The Markan tradition provides the example of leper who takes advantage of a deserted space to approach Jesus Mk. 1.40-45). Jesus has the moral right to send him away with a blistering censure for threatening to spread the dreaded disease. Instead, Jesus touches the man and cleanses him from his impurity. He instructs him to show his healing to the priest and to re-enter into the life of his family and community. The transformation is physical, emotional, and social.

The shared material unique to Matthew and Luke, commonly called Q, is composed largely of sayings of Jesus. From the prison of Herod Antipas, John the Baptizer sends his followers to ask Jesus if he is the expected deliverer. Jesus sends them back to John with the report that he has restored sight to the blind, healed the lame, cleansed lepers, given hearing to the deaf, raised the dead and proclaimed good news to the poor (Mt. 11.5-6 par.). These kingdom actions allow people to re-enter their communities as active participants.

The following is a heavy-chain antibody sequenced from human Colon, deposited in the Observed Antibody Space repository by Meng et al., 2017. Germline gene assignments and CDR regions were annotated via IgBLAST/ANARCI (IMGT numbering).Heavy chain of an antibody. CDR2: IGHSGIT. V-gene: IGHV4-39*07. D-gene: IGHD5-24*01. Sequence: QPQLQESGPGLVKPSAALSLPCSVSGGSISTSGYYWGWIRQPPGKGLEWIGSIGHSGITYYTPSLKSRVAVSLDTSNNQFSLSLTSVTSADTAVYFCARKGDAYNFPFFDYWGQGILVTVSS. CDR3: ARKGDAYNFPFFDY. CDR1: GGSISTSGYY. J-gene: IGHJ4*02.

Matthew’s special source includes summary statements of healings, exorcisms, teaching, and proclamation (Mt. 4.23-25; 8.16-17; 9.35).  Jesus fulfills the prophecy of Isaiah’s servant of the Lord who would take up the infirmities and heal the diseases of the weak and marginalized (Mt. 8.17). He feels compassion on the crowds that are harassed and helpless like sheep without a shepherd ((9.36). The Lucan special tradition includes an emotionally charged narrative in which a woman from beyond the margins of respectability intrudes into a Pharisee’s home to wash the feet of Jesus with her tears (Lk. 7.36-50). She experiences the hostility of the host and his other guests. Jesus treats her tenderly and responds with firmness to the others in the room. Her faith has saved her and she may go in peace. Her dignity is restored.